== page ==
Though Sweatshop Women’s lingua franca is of course English, language is a constant space of negotiation throughout the anthology, which proudly speaks in many tongues, among which I believe are Gugu Djungan, Vietnamese, Cantonese, Mandarin, Spanish, Tamil, Samoan, Assyrian, Somali, Lebanese Arabic, Mauritian Creole, Tagalog, Thai and Assyrian. Phoebe Grainer’s ‘Boragee’ is the collection’s opening piece and the sole contribution by a First Nations writer; a vignette of a woman’s labour and impending childbirth which packs so much into its compact form of less than a page. Grainer glides in and out between the coloniser’s tongue and her Language1 seamlessly, with Grainer’s use of Language neither limiting nor pandering to the reader. It just exists. ‘Buna ngkucarnga. I sip the water from the waterhole I lay in.’ Elemental in its attention to water, earth, sky and the warmth of sun and blood, ‘Boragee’ invokes a lineage extending far back in time, and simultaneously far forward, as this child being born ‘will not be the last’. Translation is a strategic tool within Sweatshop Women, with much non-English dialogue or description remaining untranslated, granted its peace, presence and autonomy in whichever brief moments English ceases to dominate. One message is clear: within these pages a white or monolingual reader is not entitled to the time, explanation or justification of these writers in their own creative expression.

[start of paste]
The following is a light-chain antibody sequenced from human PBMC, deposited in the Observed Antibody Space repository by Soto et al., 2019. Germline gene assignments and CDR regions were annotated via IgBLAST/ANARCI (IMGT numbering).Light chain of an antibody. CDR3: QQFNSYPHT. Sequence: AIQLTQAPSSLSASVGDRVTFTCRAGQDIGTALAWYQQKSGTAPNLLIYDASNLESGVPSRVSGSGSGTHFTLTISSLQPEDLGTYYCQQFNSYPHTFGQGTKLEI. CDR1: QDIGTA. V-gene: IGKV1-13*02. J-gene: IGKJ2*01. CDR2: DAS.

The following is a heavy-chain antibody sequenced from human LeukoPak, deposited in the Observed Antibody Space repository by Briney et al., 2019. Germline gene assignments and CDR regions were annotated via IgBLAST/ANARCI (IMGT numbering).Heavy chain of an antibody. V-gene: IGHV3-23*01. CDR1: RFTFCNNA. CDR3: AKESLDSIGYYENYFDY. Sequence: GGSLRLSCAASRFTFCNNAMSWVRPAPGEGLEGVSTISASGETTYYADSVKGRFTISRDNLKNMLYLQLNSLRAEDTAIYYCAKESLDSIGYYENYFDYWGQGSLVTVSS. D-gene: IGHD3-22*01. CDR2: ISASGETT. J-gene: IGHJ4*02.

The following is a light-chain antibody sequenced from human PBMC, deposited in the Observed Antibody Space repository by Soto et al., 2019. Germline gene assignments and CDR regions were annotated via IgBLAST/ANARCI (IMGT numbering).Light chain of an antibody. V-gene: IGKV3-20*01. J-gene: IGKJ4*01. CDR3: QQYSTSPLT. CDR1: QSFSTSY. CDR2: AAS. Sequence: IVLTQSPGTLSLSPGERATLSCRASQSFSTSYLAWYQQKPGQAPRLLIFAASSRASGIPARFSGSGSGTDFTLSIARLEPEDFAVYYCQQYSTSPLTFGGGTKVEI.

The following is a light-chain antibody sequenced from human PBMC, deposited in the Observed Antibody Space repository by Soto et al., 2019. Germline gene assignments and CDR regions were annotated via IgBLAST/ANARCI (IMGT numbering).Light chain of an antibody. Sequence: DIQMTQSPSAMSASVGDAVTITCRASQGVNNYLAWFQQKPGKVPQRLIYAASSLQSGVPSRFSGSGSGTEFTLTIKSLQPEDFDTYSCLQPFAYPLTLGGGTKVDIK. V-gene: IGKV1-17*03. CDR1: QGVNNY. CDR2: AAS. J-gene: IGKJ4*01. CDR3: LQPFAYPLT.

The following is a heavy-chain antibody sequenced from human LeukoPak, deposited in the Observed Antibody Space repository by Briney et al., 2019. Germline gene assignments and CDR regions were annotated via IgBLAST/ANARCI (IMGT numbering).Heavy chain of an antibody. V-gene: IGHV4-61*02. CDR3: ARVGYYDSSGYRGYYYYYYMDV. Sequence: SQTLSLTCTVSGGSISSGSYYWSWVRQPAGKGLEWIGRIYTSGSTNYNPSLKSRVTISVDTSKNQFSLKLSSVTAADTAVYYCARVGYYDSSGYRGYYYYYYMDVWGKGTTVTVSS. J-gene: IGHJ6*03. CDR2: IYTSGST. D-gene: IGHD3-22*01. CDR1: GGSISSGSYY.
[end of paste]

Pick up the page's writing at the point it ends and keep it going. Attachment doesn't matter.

I am prompted to also wonder whether, by speaking explicitly against a grain of whiteness and maleness, Sweatshop Women inadvertently participates in a kind of flattening and homogenisation of ‘our’ (women of colour’s) identities and stories, and perhaps buys into a hype that surrounds recently popularised theoretical frameworks such as intersectionality, originated by US legal scholar Kimberlé Crenshaw. The brevity of many works, and the repetitive focus on ‘reclaiming’ certain racialised and gendered experiences around identity — an undoubtedly crucial process both in the private and internal lives of marginalised people, as well as in our artistic representations — feels a little sketch-like in parts and bogged down by the weight of stereotypes which haven’t found the space here to be subverted or interrogated as so much documented or highlighted. For example, Sydnye Allen’s four-part poem ‘Best Little Brothel on Parramatta Road’ is professed to be an unpacking of ‘the intersectional experience of living as an African-American woman in Australia’ by way of Dunn’s introduction. Yet in reading, I can’t say this is the impression I leave the poem with. Its subject matter is sticky: a mother and newborn infant find themselves living in very close proximity to a brothel. However, the poem is replete with generic, well-worn images of ‘an / Asian masseuse [paid] fifty bucks for a happy ending’. Two lines that stay with me are from the climactic first and final meeting between two mothers, a woman who works at the brothel, and the narrator of the poem: ‘I tell her he’s five weeks. What I really want to tell her is that / I’ve never met a sex worker before’. I’m left with a sour taste in my mouth wondering if this admission is included here in intentional irony, or sheer vulnerability and revelation of prior ignorance. The irony and ignorance is that many adults have met and interact regularly with sex workers without realising it, especially considering society’s pervasive stigma against sex work. I understand intersectionality to be useful in analysing the interlocking and compounding experiences of oppression at work in all sites of social interaction and power. However, some questions of sexual, economic and racial power feel enticingly, if superficially, proposed — ‘what is it about rich White men paying for sex?’ — without deeper interrogation.